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Our holdings include hundreds of glass and film negatives/transparencies that we've scanned ourselves; in addition, many other photos on this site were extracted from reference images (high-resolution tiffs) in the Library of Congress research archive. (To query the database click here.) They are adjusted, restored and reworked by your webmaster in accordance with his aesthetic sensibilities before being downsized and turned into the jpegs you see here. All of these images (including "derivative works") are protected by copyright laws of the United States and other jurisdictions and may not be sold, reproduced or otherwise used for commercial purposes without permission.

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[REV 25-NOV-2014]

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High Water: 1900

High Water: 1900

Circa 1900. "Water tower in Dwight, Illinois." Unusual columnar design with a brick base, topped off by a weather vane and lights -- a sort of smokestack-lighthouse-watertower hybrid. Detroit Publishing glass negative. View full size.

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This is called a standpipe. It is basically a large pipe stood on its end. It provides some water storage volume but is mainly used to increase the pressure in the water system without having to constantly run a pump.

Big tower

The Fostoria, Ohio, water plant still has a base, made of stone, but the upper part is gone. It too was similar, but the water was not potable, rather only for fire suppression. Old photos show the tower was taller than the base.

Pressure would be higher

It would be higher pressure because the pressure depends upon the weight of all the water above the output area. Although the volume of water could be the same as a short fat tank, the depth would be less in a short fat tank, hence a smaller amount of water above the output.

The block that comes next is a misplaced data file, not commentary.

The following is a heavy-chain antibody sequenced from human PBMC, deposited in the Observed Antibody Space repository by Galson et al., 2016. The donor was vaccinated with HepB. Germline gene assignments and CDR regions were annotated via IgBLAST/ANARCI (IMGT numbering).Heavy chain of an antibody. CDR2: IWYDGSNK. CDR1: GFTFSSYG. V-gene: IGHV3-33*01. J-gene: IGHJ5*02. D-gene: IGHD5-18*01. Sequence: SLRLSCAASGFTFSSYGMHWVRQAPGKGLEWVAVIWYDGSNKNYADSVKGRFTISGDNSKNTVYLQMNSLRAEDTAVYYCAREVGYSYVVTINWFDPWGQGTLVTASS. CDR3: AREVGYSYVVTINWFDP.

What is that upside down funnel thing

Looks to be hanging from the wires.

[It's a carbon-arc lamp. - Dave]

Also for those not used to such things, that farm implement at the base of the water tower is a mower. Could be used for hay, or wheat or just grass. Used my grandpa's many a time back in the '60s.

Tower for Sale

There's a similar brick water tower (minus the tank) for sale in Raleigh, NC. Built in 1887, it's on the National Register. Yours for a cool $685,000.

A tale of two cylinders

I am no expert on water-pressure physics, but it seems like a "tall" column-style tank like this would give more water pressure than a shorter, fatter cylinder of the same volume. Or is that just misleading intuitive thinking? The weight of the water would be the same, after all.

[I think your hunch is correct. The weight of the water over the drain (or water pressure, expressed as weight divided by area, for example pounds per square inch) would be greater in a tall, relatively thin (columnar) cylinder. - Dave]

SHORPY HISTORICAL PHOTO ARCHIVE | History in HD is a vintage photo archive featuring thousands of high-definition images from the 1850s to 1960s. (Available as fine-art prints from the Shorpy Archive.) The site is named after Shorpy Higginbotham, a teenage coal miner who lived 100 years ago.

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